The Next Generation: Gravity's Tug


Ekklesia Life

The human species was created for one purpose: friendship with God.

Once, in a place not so far away and a time not so long ago, man and woman lived with their Creator in a state of peaceful contentment and loving submission. They experienced His love and care every second of the day and in every square foot of their paradise home. They lost their whole reason for existence, though, with a tragically stupid attempt at being their own gods. And it didn’t work. Humans failed miserably at being independent mini-divinities.

But in an amazing display of creativity and love, God gave humanity a second chance at friendship. He began by showing up in Person and literally walking with anyone who was humble enough to appreciate the opportunity. After accomplishing His purpose through the cross, He returned to heaven. But God didn’t just stay there, located in some inaccessible dimension outside our universe. Instead, He poured Himself out on every man and woman who was finally ready to enter into the loving, trusting submission that their species had rejected in the Garden.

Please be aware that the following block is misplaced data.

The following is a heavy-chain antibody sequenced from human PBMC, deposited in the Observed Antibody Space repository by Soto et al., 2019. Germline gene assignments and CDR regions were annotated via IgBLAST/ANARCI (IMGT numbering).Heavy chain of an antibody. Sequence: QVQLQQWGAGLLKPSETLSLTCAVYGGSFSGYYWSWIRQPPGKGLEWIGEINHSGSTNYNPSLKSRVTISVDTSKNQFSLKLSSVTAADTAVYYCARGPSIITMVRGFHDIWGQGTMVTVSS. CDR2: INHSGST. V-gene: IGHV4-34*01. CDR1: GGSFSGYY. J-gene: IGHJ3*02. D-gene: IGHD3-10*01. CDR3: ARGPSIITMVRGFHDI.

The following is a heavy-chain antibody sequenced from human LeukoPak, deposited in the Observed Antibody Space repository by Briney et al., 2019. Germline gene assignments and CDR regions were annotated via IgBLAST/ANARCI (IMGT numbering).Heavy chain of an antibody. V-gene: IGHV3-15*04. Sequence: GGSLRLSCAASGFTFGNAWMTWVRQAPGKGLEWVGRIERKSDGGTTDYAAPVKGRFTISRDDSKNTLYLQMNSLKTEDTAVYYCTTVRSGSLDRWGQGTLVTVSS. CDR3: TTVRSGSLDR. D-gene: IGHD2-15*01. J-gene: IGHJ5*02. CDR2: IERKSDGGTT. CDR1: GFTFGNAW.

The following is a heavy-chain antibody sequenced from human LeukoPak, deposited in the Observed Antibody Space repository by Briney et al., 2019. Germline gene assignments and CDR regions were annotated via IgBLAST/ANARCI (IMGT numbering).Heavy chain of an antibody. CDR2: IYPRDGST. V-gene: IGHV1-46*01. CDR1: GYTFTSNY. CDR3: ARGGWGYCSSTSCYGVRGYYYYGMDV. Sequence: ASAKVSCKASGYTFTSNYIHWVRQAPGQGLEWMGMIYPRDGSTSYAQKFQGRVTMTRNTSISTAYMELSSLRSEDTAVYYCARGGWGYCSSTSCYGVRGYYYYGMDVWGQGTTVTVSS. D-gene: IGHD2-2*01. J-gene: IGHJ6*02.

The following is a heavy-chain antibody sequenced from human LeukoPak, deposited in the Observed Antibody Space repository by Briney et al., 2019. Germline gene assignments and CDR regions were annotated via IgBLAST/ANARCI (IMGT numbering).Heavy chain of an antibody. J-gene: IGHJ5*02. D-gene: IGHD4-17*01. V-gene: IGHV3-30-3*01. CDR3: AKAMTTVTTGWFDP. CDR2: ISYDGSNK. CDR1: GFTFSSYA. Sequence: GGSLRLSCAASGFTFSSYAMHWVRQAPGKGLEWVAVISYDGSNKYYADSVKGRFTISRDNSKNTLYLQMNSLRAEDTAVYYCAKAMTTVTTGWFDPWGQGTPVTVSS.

God created a new paradise, a new place to walk in friendship with man. That place was known as the ekklesia, the church. It was built from an interwoven network of lives, linked together daily by a common devotion to Jesus and to each other.

Christianity in those days was unlike anything the world had seen since Eden. It was unheard of in history: a race of people who surrendered their autonomy and welcomed their Creator to move into the little nooks and crannies of their daily lives. No longer did they try to confine Him to a few special days or a handful of special places. No longer did they create special men as buffers to stand between them and their God. Now every day called “today” was special. Every place where the ekklesia set its feet, whether “in public” or “from house to house” was holy. Every member, “from the least to the greatest,” was a “royal priest.”

The results were nothing short of amazing.

People who once were full of hatred, selfishness, and bitterness now loved one another desperately. People who once were enslaved by every kind of addictive passion and pleasure now lived in glorious freedom. People who once worshipped rocks and sticks now had an intimate knowledge of the Living God.